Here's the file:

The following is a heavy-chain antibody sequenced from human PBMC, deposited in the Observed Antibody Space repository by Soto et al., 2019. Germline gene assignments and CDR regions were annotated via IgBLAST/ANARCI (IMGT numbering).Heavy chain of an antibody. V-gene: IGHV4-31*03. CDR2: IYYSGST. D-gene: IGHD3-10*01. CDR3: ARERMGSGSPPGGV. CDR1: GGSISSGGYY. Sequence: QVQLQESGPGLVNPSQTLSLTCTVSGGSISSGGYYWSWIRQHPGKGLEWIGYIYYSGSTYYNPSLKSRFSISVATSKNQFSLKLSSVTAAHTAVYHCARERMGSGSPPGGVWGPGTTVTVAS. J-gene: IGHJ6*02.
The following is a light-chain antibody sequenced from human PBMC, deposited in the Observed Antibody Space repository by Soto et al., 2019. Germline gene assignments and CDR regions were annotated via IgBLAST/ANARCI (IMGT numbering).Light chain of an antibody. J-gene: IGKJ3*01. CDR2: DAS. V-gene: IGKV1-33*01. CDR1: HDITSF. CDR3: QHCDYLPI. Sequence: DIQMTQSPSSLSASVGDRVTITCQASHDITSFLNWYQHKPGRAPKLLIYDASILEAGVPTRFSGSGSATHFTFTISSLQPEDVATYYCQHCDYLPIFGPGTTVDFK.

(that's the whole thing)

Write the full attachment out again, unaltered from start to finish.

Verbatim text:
The following is a heavy-chain antibody sequenced from human PBMC, deposited in the Observed Antibody Space repository by Soto et al., 2019. Germline gene assignments and CDR regions were annotated via IgBLAST/ANARCI (IMGT numbering).Heavy chain of an antibody. V-gene: IGHV4-31*03. CDR2: IYYSGST. D-gene: IGHD3-10*01. CDR3: ARERMGSGSPPGGV. CDR1: GGSISSGGYY. Sequence: QVQLQESGPGLVNPSQTLSLTCTVSGGSISSGGYYWSWIRQHPGKGLEWIGYIYYSGSTYYNPSLKSRFSISVATSKNQFSLKLSSVTAAHTAVYHCARERMGSGSPPGGVWGPGTTVTVAS. J-gene: IGHJ6*02.
The following is a light-chain antibody sequenced from human PBMC, deposited in the Observed Antibody Space repository by Soto et al., 2019. Germline gene assignments and CDR regions were annotated via IgBLAST/ANARCI (IMGT numbering).Light chain of an antibody. J-gene: IGKJ3*01. CDR2: DAS. V-gene: IGKV1-33*01. CDR1: HDITSF. CDR3: QHCDYLPI. Sequence: DIQMTQSPSSLSASVGDRVTITCQASHDITSFLNWYQHKPGRAPKLLIYDASILEAGVPTRFSGSGSATHFTFTISSLQPEDVATYYCQHCDYLPIFGPGTTVDFK.